It's completely platonic,  and  involves a simple  peck on the cheek.  The Greeting Kiss can be exchanged between women or between  a man and a woman.


The Greeting  Kiss  is a handy substitute for the cold handshake when something more seems to be called for.  It can  be given to a relative or   as  a sign of  friendship.


Take Dan and Louise.  They've been great friends for me and my wife for years. Dan and I shake hands while Louise and I exchange a brief hug and a peck on the cheek. I call the  Greeting Kiss  "The Cheeky".


Saying hello to Aunt  Lucy at a  wedding?  The Cheeky is the perfect way to show you care.


The other day I ran into Rita.  Years ago we worked together.  She is such a gem and she took such good care of me.  A Cheeky was definitely in order.  It felt right.


So we all know the Cheeky and we all do  The  Cheeky.


Enter the evil one, The Lippy.


The Lippy is the peck on the cheek that ends up being a peck on the lips.  Right on the  lips!


My wife's Grandma Nanna used to do that. I'll never forget that first  horrifying experience.


Hi Nanna, I said.   We moved closer for that first encounter half-hug to be  followed by the expected Cheeky.


Everything went into slow motion.  Her face grew larger in the lens of my eye like the close-up on the villain in a Hitchcock film.


And before I knew it, she was softly kissing me not on the cheek but on my lips!  It was such a weird feeling.


 I remember each disturbing detail, all the way down to the soft bristles of the mustache Nanna was working on.


The Lippy.  It's just wrong I tell you.


My wife told me its just an old family custom and don't worry.  I accepted that explanation and kind of  buried the scary   memory after Nanna died a few years ago.


But then my wife told me about a friend while we were at a party recently.   Apparently Ed does the Lippy too.  Nothing improper intended says my wife but Ed's family carries on the idea of the Lippy instead of the Cheeky.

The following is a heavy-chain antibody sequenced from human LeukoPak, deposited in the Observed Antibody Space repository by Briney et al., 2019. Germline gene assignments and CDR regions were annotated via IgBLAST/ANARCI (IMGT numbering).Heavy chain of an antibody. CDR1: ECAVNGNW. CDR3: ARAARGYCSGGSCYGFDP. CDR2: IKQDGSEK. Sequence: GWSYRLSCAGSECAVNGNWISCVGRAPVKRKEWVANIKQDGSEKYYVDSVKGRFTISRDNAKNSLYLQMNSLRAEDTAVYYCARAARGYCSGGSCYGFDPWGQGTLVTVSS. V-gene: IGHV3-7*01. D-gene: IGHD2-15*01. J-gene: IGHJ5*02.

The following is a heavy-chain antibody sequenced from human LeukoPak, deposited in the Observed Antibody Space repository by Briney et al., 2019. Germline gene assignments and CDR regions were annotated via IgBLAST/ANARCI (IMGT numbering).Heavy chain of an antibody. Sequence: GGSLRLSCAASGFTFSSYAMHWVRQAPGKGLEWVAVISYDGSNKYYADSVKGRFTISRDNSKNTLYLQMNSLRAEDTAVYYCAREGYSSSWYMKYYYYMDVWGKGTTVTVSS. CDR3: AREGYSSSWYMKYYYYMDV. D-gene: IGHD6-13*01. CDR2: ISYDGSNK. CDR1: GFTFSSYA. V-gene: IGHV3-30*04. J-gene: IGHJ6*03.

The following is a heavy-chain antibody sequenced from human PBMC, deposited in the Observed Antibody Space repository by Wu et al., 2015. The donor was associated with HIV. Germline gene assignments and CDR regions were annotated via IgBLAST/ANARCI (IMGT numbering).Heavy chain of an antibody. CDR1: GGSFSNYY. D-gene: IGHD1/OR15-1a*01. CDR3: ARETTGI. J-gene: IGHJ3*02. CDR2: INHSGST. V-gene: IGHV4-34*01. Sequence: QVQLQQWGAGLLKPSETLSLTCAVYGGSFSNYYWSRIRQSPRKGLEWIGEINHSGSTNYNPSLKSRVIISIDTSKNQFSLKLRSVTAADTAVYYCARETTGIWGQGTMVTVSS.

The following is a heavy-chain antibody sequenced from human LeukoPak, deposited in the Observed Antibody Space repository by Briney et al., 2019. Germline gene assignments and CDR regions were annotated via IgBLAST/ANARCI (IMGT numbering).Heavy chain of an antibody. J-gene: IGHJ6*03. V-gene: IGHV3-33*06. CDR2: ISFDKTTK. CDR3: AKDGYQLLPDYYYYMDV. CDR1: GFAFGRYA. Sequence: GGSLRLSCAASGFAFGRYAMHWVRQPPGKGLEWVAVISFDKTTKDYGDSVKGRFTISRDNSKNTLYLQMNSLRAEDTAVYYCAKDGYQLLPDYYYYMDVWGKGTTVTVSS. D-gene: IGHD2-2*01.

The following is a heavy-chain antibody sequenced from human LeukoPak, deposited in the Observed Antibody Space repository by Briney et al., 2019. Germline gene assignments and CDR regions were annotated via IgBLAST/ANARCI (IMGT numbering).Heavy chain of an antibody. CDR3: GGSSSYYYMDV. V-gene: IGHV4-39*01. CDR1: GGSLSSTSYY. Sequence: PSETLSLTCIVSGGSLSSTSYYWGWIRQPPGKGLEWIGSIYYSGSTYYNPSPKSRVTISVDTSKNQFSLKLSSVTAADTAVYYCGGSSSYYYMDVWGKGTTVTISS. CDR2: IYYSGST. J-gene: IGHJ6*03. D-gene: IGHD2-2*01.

So to the Ed's of the world and the families who prolong this strange tradition,  I want you to know that no one appreciates it.  We want  you to know that it makes the rest of us uncomfortable.


Please stop.  Long live The Cheeky.  Stamp out  The Lippy. 


Especially The Lippy from Hairy lipped Octogenarians.











Thursday, December 2, 2010

Disgusting Personal Habits Just Gross Me Out

I am not a Germophobe, that is, a person with an irrational fear of Germs.


Nope, I'm just grossed out.


At the risk of being grouped with Felix Unger of Odd Couple fame, he of the over-fastidious habits, or Detective Monk, who keeps hand sanitizer in his pocket, I will tell you what grosses me out.


I am at church and you are sitting behind me.  You are coughing and  sneezing and maybe even occasionally blowing your nose  into some overused tissue or worse into a handkerchief that doesn't have any unused  mucosal parking  spots left.


At the "offer each other a sign of peace" part of the service you turn expectantly  to shake my hand. Really? No. I'm grossed out.


By the way,  those of you who still carry the old hanky the way Grandpa used to, when you are done blowing your nose,  you don't have to pause to look at it, like some lab technician checking for pathology.


Here's another one.  I can deal with the busy waitress at the diner whose thumb occasionally tickles my omelet  as she carries a heavy plate to my table.


Just don't touch my food when you are handling money.  Money is filthy.  It's gone from the hands of hookers to addicts to proctologists to who knows where.


A certain bagel store near my home features a guy who wears little cellophane gloves to handle the food and then wears the same gloves to handle the money and then back to the food in the same plastic gloves. Gross.  The only human being protected is him.


Here is the worst one. Studies show that one-third of Americans   use   public restroom toilets without washing their hands afterward.


When I use public facilities, I won't grab the door handle to exit with my hands that I've just washed.  I will use a paper towel or a sleeve or anything but I won't touch that handle.   The studies tell us that handle is covered with….well…just use your most disgusting imagination.


By the way,  MEMO TO THE WORLD HAND DRYER CORPORATION ( you know, you folks who  manufacture those blowers to dry our hands because the building owner is too cheap to spring for paper towels?):  NO ONE HAS TIME TO REALLY DRY THEIR HANDS USING THESE DUMB THINGS EVEN IF THEY ARE WORKING.


In conclusion, I am not a Germpohobe.  I am acting prudently.


I am just GROSSED OUT.